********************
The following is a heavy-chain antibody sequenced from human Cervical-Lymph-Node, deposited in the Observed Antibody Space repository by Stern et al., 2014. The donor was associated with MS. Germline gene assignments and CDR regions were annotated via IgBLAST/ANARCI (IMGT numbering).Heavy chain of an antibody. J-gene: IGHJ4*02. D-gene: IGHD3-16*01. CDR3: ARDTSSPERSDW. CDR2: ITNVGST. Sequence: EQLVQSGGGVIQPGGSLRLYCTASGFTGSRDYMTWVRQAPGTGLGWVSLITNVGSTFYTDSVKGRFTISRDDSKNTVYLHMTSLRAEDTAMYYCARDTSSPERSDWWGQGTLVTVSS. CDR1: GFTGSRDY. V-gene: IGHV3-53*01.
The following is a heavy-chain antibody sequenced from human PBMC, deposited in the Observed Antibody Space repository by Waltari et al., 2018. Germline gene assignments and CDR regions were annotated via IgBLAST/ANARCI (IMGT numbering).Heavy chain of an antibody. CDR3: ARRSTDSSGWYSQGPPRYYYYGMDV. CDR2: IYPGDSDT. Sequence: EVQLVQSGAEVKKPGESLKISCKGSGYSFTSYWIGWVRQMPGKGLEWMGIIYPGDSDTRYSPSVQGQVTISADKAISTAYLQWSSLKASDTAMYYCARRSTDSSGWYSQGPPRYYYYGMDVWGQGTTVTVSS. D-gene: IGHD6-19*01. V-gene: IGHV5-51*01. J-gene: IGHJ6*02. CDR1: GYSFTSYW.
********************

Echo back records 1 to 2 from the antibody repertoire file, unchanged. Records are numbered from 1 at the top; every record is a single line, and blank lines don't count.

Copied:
The following is a heavy-chain antibody sequenced from human Cervical-Lymph-Node, deposited in the Observed Antibody Space repository by Stern et al., 2014. The donor was associated with MS. Germline gene assignments and CDR regions were annotated via IgBLAST/ANARCI (IMGT numbering).Heavy chain of an antibody. J-gene: IGHJ4*02. D-gene: IGHD3-16*01. CDR3: ARDTSSPERSDW. CDR2: ITNVGST. Sequence: EQLVQSGGGVIQPGGSLRLYCTASGFTGSRDYMTWVRQAPGTGLGWVSLITNVGSTFYTDSVKGRFTISRDDSKNTVYLHMTSLRAEDTAMYYCARDTSSPERSDWWGQGTLVTVSS. CDR1: GFTGSRDY. V-gene: IGHV3-53*01.
The following is a heavy-chain antibody sequenced from human PBMC, deposited in the Observed Antibody Space repository by Waltari et al., 2018. Germline gene assignments and CDR regions were annotated via IgBLAST/ANARCI (IMGT numbering).Heavy chain of an antibody. CDR3: ARRSTDSSGWYSQGPPRYYYYGMDV. CDR2: IYPGDSDT. Sequence: EVQLVQSGAEVKKPGESLKISCKGSGYSFTSYWIGWVRQMPGKGLEWMGIIYPGDSDTRYSPSVQGQVTISADKAISTAYLQWSSLKASDTAMYYCARRSTDSSGWYSQGPPRYYYYGMDVWGQGTTVTVSS. D-gene: IGHD6-19*01. V-gene: IGHV5-51*01. J-gene: IGHJ6*02. CDR1: GYSFTSYW.